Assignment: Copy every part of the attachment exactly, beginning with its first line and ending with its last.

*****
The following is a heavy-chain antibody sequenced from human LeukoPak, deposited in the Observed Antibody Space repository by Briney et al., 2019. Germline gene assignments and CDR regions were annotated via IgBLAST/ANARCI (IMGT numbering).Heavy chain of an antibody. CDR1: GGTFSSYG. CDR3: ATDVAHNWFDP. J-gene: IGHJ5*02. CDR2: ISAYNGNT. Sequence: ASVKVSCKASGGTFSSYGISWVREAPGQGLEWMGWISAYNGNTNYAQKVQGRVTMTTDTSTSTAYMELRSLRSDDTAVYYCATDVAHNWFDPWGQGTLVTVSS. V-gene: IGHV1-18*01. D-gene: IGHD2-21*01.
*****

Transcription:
The following is a heavy-chain antibody sequenced from human LeukoPak, deposited in the Observed Antibody Space repository by Briney et al., 2019. Germline gene assignments and CDR regions were annotated via IgBLAST/ANARCI (IMGT numbering).Heavy chain of an antibody. CDR1: GGTFSSYG. CDR3: ATDVAHNWFDP. J-gene: IGHJ5*02. CDR2: ISAYNGNT. Sequence: ASVKVSCKASGGTFSSYGISWVREAPGQGLEWMGWISAYNGNTNYAQKVQGRVTMTTDTSTSTAYMELRSLRSDDTAVYYCATDVAHNWFDPWGQGTLVTVSS. V-gene: IGHV1-18*01. D-gene: IGHD2-21*01.